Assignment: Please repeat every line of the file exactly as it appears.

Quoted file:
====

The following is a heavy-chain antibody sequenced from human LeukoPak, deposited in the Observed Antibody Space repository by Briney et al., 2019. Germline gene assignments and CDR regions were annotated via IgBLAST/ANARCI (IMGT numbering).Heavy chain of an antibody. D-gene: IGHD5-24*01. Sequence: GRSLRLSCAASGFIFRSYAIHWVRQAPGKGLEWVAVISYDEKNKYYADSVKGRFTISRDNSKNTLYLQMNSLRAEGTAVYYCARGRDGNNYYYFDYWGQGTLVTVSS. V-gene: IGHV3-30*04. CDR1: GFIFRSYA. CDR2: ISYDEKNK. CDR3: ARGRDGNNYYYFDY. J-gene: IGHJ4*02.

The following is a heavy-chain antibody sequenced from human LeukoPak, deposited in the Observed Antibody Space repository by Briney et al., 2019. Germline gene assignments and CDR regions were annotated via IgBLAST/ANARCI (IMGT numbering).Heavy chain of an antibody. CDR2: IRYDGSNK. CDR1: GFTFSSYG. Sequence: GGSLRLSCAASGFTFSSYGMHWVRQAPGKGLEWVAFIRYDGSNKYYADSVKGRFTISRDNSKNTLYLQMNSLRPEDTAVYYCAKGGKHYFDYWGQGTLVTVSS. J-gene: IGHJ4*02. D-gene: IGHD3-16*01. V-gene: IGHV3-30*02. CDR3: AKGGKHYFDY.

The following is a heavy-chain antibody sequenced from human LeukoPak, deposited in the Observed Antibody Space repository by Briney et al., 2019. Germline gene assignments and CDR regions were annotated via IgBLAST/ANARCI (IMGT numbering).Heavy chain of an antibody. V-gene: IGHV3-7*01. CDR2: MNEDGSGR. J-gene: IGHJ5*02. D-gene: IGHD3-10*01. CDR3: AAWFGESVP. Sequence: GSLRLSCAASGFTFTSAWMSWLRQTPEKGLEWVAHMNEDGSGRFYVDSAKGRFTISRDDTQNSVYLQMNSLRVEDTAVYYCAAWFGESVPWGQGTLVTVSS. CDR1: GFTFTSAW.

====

The following is a heavy-chain antibody sequenced from human LeukoPak, deposited in the Observed Antibody Space repository by Briney et al., 2019. Germline gene assignments and CDR regions were annotated via IgBLAST/ANARCI (IMGT numbering).Heavy chain of an antibody. D-gene: IGHD5-24*01. Sequence: GRSLRLSCAASGFIFRSYAIHWVRQAPGKGLEWVAVISYDEKNKYYADSVKGRFTISRDNSKNTLYLQMNSLRAEGTAVYYCARGRDGNNYYYFDYWGQGTLVTVSS. V-gene: IGHV3-30*04. CDR1: GFIFRSYA. CDR2: ISYDEKNK. CDR3: ARGRDGNNYYYFDY. J-gene: IGHJ4*02.

The following is a heavy-chain antibody sequenced from human LeukoPak, deposited in the Observed Antibody Space repository by Briney et al., 2019. Germline gene assignments and CDR regions were annotated via IgBLAST/ANARCI (IMGT numbering).Heavy chain of an antibody. CDR2: IRYDGSNK. CDR1: GFTFSSYG. Sequence: GGSLRLSCAASGFTFSSYGMHWVRQAPGKGLEWVAFIRYDGSNKYYADSVKGRFTISRDNSKNTLYLQMNSLRPEDTAVYYCAKGGKHYFDYWGQGTLVTVSS. J-gene: IGHJ4*02. D-gene: IGHD3-16*01. V-gene: IGHV3-30*02. CDR3: AKGGKHYFDY.

The following is a heavy-chain antibody sequenced from human LeukoPak, deposited in the Observed Antibody Space repository by Briney et al., 2019. Germline gene assignments and CDR regions were annotated via IgBLAST/ANARCI (IMGT numbering).Heavy chain of an antibody. V-gene: IGHV3-7*01. CDR2: MNEDGSGR. J-gene: IGHJ5*02. D-gene: IGHD3-10*01. CDR3: AAWFGESVP. Sequence: GSLRLSCAASGFTFTSAWMSWLRQTPEKGLEWVAHMNEDGSGRFYVDSAKGRFTISRDDTQNSVYLQMNSLRVEDTAVYYCAAWFGESVPWGQGTLVTVSS. CDR1: GFTFTSAW.